Small enterprises, tiny but vital [Archives:2004/767/Business & Economy]

August 26 2004

By Abdulaziz Mohammed Abdullah

The Ministry of Trade and Industry, in a ministerial decree in 1991, defined small enterprises as follows:

1- Any productive unit involving ten workers and YR 1-2 million worth of equipment.
2- A productive unit with equipment surpassing a value of YR 2 million, but which does not use more than 10 workers.
3- Any operational productive unit.
4- The Employer(s) is/are not among the workers.

On the other hand, the Industrial Survey conducted in 1996, gave a different definition of small, medium, and large enterprises:
1- Small enterprises employ less than 5 employees.
2- Medium enterprises employ 5-9 workers.
3- Big enterprises involve ten or more workers.

The results of that survey indicate that all industrial establishments mounted to 30,042. According to the above mentioned definition, large enterprises totaled 251 (less than 1% of the total number), medium ones totaled 1051 (3.5%), while the remaining 95.7% were small enterprises.
The contribution of the industrial sector to domestic production can be increased if a better investment atmosphere is fostered and maintained. Small industrial establishments have the potential to contribute greatly. The economic policy should be geared towards encouraging small industries, facilitating the establishment of new small enterprises and improving the present ones. However, current policies basically aim at encouraging and protecting big industries. For example, the latest investment law, Investment Law No. 22 for 2002, gives advantages to big projects of all different types (industrial, housing, health, tourism etc), statement No. 23 of the law says that for an enterprise to enjoy tax exemptions, assets (excluding land and buildings) should exceed YR 50 million or equivalent, and employees should number at least 10. As for construction and tourism projects, the former should have no less than 50 housing units, and the latter be no less than three stars.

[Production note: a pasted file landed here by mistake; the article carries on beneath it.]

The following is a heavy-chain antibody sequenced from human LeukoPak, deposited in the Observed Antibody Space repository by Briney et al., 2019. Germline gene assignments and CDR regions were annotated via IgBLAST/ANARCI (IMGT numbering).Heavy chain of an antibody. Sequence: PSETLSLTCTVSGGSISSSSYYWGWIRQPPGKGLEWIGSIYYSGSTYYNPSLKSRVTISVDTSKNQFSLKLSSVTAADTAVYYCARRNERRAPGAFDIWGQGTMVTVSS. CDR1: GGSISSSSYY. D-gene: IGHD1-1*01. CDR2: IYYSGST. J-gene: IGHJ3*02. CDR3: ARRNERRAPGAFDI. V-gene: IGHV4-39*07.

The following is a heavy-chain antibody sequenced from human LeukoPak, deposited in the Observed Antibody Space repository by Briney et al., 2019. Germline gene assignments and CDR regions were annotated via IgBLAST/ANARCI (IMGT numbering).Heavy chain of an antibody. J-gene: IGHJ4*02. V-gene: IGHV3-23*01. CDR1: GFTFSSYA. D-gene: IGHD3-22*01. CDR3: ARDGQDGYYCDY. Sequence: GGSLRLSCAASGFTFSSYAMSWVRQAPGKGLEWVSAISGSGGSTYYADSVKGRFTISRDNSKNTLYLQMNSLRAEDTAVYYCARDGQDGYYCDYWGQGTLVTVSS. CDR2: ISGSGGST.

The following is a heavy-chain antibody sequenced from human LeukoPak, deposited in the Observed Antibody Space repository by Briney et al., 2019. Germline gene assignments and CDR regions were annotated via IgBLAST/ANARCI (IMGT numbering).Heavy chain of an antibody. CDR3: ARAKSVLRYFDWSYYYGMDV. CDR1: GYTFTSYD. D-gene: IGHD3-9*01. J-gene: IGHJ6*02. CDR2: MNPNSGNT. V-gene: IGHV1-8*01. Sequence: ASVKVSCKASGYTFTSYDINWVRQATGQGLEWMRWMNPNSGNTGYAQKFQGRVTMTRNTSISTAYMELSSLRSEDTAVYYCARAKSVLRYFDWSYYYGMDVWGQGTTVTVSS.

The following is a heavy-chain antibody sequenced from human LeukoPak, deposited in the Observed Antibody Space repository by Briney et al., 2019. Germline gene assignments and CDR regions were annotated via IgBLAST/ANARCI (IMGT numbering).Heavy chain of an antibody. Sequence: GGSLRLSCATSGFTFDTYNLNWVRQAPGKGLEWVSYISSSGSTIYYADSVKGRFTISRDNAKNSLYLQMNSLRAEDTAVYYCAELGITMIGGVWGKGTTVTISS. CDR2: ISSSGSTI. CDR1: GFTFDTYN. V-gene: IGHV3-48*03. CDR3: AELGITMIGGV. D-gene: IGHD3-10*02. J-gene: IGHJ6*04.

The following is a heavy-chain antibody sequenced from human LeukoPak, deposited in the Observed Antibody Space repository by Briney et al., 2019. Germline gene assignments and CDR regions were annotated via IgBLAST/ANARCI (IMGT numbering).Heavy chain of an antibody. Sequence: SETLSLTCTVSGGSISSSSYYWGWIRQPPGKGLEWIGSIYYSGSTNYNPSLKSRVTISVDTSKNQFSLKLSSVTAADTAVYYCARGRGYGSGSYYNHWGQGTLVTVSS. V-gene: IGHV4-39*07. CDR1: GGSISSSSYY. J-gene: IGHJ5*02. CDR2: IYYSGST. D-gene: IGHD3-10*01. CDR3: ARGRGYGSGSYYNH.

Thus, it is necessity to consider the condition small enterprises globally, not only in the industrial sector, but also in other fields, since they have a great impact on the macroeconomics of the developing, as well as the developed, countries.
In Japan, for example, small enterprises provide some 72% of the requirements of the mineral industry, 76% of the engineering industry, and 79% of the electrical and electronic industry. Not only that, but small and medium sized enterprises contribute 30% of the country's of the total industrial exports.
It is no wonder that this type of small industry plays a key role in social and economic development, with key advantages including:
– The development of urban communities in districts and provinces because they are so numerous and spread over a large area.
– The provision of products for various social classes, especially those with limited incomes, because they fit and adapt to local markets.
– Creating job opportunities which contributes to reducing unemployment.
– Enhancing the integration of differently sized industries and organisations by supplying basic components such as spare parts, and electronic equipment etc.

It is vital to recognise the importance of small enterprises in all sectors (industrial, services, etc). The government should nurture and take care of small enterprises through the establishment of a legal and institutional framework for them. A law for small and micro enterprises should be issued, with standardized definitions that differentiates between small, medium, and large enterprises not only in terms of the number of employees, but also in terms of the invested capital, and technology.